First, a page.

Eight in ten consumers feel they would be more willing to engage with a charity organisation if they knew that the CEO can be found on social media, according to recent research carried out by Master of Business Administration online. To me, and probably to many of us, this means that having social media presence is imperative for charity leaders that want to keep their organisations thriving.
Social media is now considered a major tool for charity leaders, since it enables them to speak directly to stakeholders who are generally expected to act as advocates of a particular cause, and enhance their profiles as a result, Zoe Amar, a freelance marketing and digital communications consultant, says in an article for The Guardian. If charity CEOs are still not present on social media but really want to be present on a particular platform, they need to start by setting their goals in order to outline their priorities, and decide what they want to achieve. Many charity leaders are concerned that they are too busy to deal with social media, but actually such platforms can be a real time saver. Just looking at the latest posts on Twitter and checking their LinkedIn profile can help them keep up to date with the latest developments.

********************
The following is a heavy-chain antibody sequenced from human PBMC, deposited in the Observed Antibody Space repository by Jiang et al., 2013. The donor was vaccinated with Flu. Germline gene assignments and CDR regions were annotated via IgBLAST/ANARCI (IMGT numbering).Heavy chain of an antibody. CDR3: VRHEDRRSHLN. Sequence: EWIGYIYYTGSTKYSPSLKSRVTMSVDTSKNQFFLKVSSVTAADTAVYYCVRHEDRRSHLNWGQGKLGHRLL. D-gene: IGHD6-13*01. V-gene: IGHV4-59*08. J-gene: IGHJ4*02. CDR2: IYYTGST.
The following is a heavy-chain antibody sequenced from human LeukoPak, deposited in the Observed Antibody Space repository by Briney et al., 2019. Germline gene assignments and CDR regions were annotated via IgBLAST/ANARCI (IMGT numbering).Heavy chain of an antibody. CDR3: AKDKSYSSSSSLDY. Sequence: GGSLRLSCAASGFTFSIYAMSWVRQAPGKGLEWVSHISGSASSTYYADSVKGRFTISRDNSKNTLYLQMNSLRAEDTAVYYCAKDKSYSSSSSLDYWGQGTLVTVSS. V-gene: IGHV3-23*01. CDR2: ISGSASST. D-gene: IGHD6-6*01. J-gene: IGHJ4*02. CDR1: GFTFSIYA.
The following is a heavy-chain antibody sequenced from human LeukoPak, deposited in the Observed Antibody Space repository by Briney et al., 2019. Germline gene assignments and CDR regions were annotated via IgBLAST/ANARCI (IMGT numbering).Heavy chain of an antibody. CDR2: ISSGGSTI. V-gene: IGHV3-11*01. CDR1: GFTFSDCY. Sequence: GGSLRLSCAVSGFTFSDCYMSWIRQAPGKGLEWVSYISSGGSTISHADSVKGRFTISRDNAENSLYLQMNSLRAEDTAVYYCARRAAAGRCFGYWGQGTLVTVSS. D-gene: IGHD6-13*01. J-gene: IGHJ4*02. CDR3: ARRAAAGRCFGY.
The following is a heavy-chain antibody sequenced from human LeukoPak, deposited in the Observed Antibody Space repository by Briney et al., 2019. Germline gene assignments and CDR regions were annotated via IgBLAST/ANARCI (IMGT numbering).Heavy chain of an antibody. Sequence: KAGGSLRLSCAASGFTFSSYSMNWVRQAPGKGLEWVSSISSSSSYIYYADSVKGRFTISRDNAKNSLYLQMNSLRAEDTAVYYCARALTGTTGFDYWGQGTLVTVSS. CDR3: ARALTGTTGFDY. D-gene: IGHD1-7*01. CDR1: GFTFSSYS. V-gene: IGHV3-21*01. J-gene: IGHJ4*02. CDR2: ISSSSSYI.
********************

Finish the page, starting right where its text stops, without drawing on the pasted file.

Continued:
For charities, public support is crucial for success, and that’s why talking to supporters is key for spreading the word about campaigns. Among social media platforms, the best channel for ensuring efficient communication with supporters is Twitter, because it provides lots of opportunities for connecting with people that care for your cause. Other channels for building relationships with stakeholders are blogs, where charity leaders can talk about their work, their inspirations, and experience.
But appearing on social media would be needless if a charity CEO fails to outline his/her values as a leader. A good example in this regard is Dr Mark Newbold, CEO of the Heart of England NHS Foundation Trust in the Midlands, who shares in his blog his thoughts on being an open and transparent leader. He has made use of social media to outline what his working week looks like, and to prove that being a leader is more than just making money.